Finally, you may have asked yourself "Does Omaha need another brew pub?" While I've always thought there was room for another brewery in Omaha, I never really felt there was a need for one. After talking with Paul, I did realize that there are a few spots in Omaha the do NEED one, including Papillion. The next question is, how will NBC be different? I found the answer to this very interesting. One of the reasons Kavulak stopped competing was because he always brewed beer for his own tastes which meant that sometimes a Porter or Lager he brewed wouldn't fit within the "style guidelines" for that particular brew, thus big point deductions which kill your chances to really compete. A perfect example of that is when he entered the same Scotch Ale that won the People's Choice award into a different competition only to have it score poorly due to the 12% ABV - far outside the upper range of 10% for even the strongest Scotch Ales according to the judging guidelines. Showings like this took some of the fun out of competing, so he decided to stop and just brew what he loves. He will strive to keep that philosophy while trying to find that delicate balance with broad appeal. I also found it interesting that Kavulak, being the history buff he is, wants to bring back some of Nebraska's rich brewing tradition which was wiped out for the most part during the prohibition. I believe Omaha has room for a brewery like this.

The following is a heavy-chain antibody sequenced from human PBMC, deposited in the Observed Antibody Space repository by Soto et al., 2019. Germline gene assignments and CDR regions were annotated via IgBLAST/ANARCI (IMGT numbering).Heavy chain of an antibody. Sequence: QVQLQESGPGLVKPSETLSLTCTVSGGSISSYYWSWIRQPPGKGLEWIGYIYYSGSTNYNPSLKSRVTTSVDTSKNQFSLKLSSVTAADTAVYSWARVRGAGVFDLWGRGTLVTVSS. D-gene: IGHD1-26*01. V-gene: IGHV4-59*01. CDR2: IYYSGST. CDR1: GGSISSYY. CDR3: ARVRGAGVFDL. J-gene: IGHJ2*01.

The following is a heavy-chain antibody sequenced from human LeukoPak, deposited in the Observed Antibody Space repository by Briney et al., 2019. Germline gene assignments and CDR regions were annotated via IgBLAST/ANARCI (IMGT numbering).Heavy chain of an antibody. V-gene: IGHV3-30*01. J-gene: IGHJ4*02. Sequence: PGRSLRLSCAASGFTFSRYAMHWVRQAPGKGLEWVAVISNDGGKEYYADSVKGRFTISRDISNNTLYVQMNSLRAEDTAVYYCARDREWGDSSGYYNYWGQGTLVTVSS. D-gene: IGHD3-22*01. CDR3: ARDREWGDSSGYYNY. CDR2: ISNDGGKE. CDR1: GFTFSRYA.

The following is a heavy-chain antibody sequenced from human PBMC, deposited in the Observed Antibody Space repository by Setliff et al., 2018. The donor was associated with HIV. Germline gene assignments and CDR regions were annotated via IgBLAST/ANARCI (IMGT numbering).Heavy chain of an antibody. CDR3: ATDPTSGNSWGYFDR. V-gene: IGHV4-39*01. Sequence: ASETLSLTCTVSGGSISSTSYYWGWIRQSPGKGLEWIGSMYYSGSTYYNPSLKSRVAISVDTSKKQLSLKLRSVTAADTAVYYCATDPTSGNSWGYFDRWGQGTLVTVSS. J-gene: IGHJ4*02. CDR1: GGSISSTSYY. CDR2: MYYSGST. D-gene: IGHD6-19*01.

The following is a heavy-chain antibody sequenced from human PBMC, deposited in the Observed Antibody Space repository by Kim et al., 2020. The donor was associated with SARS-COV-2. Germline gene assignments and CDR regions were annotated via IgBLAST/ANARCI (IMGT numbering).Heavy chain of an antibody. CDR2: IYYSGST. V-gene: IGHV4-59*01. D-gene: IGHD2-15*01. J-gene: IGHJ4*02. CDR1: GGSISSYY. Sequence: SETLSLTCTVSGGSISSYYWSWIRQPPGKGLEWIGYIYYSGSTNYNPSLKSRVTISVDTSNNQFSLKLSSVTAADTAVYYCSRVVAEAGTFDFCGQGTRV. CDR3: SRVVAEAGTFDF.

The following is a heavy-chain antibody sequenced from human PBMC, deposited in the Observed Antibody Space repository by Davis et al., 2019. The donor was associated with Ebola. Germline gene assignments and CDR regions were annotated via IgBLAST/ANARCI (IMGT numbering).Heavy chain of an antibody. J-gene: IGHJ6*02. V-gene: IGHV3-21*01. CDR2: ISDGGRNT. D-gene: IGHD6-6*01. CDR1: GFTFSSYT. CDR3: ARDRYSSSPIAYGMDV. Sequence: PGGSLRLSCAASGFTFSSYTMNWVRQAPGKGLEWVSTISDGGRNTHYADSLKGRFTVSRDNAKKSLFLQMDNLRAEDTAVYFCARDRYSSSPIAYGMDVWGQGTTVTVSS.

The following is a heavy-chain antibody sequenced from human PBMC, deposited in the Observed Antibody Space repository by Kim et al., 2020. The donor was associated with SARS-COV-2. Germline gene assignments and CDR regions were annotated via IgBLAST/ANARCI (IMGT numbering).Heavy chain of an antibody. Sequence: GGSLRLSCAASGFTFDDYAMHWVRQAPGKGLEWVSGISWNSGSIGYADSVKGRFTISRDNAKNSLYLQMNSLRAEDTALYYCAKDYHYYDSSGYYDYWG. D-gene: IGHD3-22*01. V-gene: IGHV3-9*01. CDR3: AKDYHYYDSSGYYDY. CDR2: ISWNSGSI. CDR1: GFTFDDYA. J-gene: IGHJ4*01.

So I bid an early welcome to the Nebraska Brewing Company.
There are so many great local beers that it would be a shame to miss trying some when you are out traveling this summer. With that, we present to you a field guide to local beers.